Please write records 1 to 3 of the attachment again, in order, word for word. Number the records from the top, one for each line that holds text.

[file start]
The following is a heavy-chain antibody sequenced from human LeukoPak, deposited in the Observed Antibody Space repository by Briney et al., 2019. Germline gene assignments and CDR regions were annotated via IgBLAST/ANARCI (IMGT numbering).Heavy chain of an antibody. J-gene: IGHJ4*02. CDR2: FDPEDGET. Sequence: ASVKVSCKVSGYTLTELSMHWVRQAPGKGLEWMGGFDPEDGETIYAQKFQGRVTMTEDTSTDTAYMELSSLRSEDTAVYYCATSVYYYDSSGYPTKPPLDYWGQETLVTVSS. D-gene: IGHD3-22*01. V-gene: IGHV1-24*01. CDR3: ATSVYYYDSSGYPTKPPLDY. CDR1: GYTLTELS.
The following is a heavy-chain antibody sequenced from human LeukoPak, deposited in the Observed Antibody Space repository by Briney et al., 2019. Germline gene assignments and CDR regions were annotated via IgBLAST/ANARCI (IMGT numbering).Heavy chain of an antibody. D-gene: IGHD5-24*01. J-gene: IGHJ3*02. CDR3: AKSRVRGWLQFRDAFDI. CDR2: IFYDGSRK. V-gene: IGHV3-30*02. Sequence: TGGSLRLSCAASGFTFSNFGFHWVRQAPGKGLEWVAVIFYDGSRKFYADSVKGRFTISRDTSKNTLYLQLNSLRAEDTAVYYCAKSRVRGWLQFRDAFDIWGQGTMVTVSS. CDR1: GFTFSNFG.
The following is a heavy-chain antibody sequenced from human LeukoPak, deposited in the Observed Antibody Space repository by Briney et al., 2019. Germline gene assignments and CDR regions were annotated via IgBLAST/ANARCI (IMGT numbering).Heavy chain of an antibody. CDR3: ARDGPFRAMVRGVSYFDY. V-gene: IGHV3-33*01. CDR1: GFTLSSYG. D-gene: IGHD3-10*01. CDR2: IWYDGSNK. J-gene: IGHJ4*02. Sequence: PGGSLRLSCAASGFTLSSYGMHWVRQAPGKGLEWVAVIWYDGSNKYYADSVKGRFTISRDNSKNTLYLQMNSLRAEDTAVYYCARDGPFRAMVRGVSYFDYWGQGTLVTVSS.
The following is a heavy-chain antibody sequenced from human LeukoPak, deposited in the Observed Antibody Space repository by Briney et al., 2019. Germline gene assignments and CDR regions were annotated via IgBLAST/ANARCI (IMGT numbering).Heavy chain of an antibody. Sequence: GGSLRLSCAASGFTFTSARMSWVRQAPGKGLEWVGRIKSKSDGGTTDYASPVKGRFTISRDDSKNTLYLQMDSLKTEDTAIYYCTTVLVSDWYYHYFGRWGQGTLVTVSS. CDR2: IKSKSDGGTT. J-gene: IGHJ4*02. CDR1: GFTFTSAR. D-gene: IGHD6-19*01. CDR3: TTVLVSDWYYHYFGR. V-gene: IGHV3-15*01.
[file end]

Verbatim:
The following is a heavy-chain antibody sequenced from human LeukoPak, deposited in the Observed Antibody Space repository by Briney et al., 2019. Germline gene assignments and CDR regions were annotated via IgBLAST/ANARCI (IMGT numbering).Heavy chain of an antibody. J-gene: IGHJ4*02. CDR2: FDPEDGET. Sequence: ASVKVSCKVSGYTLTELSMHWVRQAPGKGLEWMGGFDPEDGETIYAQKFQGRVTMTEDTSTDTAYMELSSLRSEDTAVYYCATSVYYYDSSGYPTKPPLDYWGQETLVTVSS. D-gene: IGHD3-22*01. V-gene: IGHV1-24*01. CDR3: ATSVYYYDSSGYPTKPPLDY. CDR1: GYTLTELS.
The following is a heavy-chain antibody sequenced from human LeukoPak, deposited in the Observed Antibody Space repository by Briney et al., 2019. Germline gene assignments and CDR regions were annotated via IgBLAST/ANARCI (IMGT numbering).Heavy chain of an antibody. D-gene: IGHD5-24*01. J-gene: IGHJ3*02. CDR3: AKSRVRGWLQFRDAFDI. CDR2: IFYDGSRK. V-gene: IGHV3-30*02. Sequence: TGGSLRLSCAASGFTFSNFGFHWVRQAPGKGLEWVAVIFYDGSRKFYADSVKGRFTISRDTSKNTLYLQLNSLRAEDTAVYYCAKSRVRGWLQFRDAFDIWGQGTMVTVSS. CDR1: GFTFSNFG.
The following is a heavy-chain antibody sequenced from human LeukoPak, deposited in the Observed Antibody Space repository by Briney et al., 2019. Germline gene assignments and CDR regions were annotated via IgBLAST/ANARCI (IMGT numbering).Heavy chain of an antibody. CDR3: ARDGPFRAMVRGVSYFDY. V-gene: IGHV3-33*01. CDR1: GFTLSSYG. D-gene: IGHD3-10*01. CDR2: IWYDGSNK. J-gene: IGHJ4*02. Sequence: PGGSLRLSCAASGFTLSSYGMHWVRQAPGKGLEWVAVIWYDGSNKYYADSVKGRFTISRDNSKNTLYLQMNSLRAEDTAVYYCARDGPFRAMVRGVSYFDYWGQGTLVTVSS.